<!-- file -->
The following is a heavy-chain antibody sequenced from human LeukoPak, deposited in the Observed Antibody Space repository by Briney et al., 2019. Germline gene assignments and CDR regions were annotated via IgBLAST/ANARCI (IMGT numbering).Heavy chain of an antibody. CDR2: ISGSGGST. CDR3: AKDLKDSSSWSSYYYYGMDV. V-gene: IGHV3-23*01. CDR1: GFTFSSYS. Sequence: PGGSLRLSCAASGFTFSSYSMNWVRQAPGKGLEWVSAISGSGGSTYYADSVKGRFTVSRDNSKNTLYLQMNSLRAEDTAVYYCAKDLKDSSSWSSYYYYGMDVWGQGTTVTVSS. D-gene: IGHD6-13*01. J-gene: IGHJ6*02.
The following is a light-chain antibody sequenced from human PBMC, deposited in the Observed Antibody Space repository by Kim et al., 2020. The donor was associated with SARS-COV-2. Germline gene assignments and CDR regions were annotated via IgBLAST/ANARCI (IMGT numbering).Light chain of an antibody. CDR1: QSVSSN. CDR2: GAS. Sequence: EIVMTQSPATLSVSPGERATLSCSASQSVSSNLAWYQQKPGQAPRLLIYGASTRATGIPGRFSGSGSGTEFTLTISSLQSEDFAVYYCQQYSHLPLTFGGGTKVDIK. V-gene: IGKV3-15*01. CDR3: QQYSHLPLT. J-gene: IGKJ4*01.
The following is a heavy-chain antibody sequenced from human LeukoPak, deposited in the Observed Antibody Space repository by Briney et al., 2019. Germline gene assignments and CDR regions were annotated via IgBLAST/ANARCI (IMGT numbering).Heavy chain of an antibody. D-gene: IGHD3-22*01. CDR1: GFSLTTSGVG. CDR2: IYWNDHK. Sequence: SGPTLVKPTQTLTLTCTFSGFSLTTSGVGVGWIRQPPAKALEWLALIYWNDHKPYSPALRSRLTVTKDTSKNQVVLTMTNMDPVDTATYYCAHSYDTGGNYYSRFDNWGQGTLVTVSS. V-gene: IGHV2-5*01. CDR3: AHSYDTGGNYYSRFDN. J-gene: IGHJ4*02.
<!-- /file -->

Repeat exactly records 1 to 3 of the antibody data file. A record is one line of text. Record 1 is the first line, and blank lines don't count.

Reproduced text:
The following is a heavy-chain antibody sequenced from human LeukoPak, deposited in the Observed Antibody Space repository by Briney et al., 2019. Germline gene assignments and CDR regions were annotated via IgBLAST/ANARCI (IMGT numbering).Heavy chain of an antibody. CDR2: ISGSGGST. CDR3: AKDLKDSSSWSSYYYYGMDV. V-gene: IGHV3-23*01. CDR1: GFTFSSYS. Sequence: PGGSLRLSCAASGFTFSSYSMNWVRQAPGKGLEWVSAISGSGGSTYYADSVKGRFTVSRDNSKNTLYLQMNSLRAEDTAVYYCAKDLKDSSSWSSYYYYGMDVWGQGTTVTVSS. D-gene: IGHD6-13*01. J-gene: IGHJ6*02.
The following is a light-chain antibody sequenced from human PBMC, deposited in the Observed Antibody Space repository by Kim et al., 2020. The donor was associated with SARS-COV-2. Germline gene assignments and CDR regions were annotated via IgBLAST/ANARCI (IMGT numbering).Light chain of an antibody. CDR1: QSVSSN. CDR2: GAS. Sequence: EIVMTQSPATLSVSPGERATLSCSASQSVSSNLAWYQQKPGQAPRLLIYGASTRATGIPGRFSGSGSGTEFTLTISSLQSEDFAVYYCQQYSHLPLTFGGGTKVDIK. V-gene: IGKV3-15*01. CDR3: QQYSHLPLT. J-gene: IGKJ4*01.
The following is a heavy-chain antibody sequenced from human LeukoPak, deposited in the Observed Antibody Space repository by Briney et al., 2019. Germline gene assignments and CDR regions were annotated via IgBLAST/ANARCI (IMGT numbering).Heavy chain of an antibody. D-gene: IGHD3-22*01. CDR1: GFSLTTSGVG. CDR2: IYWNDHK. Sequence: SGPTLVKPTQTLTLTCTFSGFSLTTSGVGVGWIRQPPAKALEWLALIYWNDHKPYSPALRSRLTVTKDTSKNQVVLTMTNMDPVDTATYYCAHSYDTGGNYYSRFDNWGQGTLVTVSS. V-gene: IGHV2-5*01. CDR3: AHSYDTGGNYYSRFDN. J-gene: IGHJ4*02.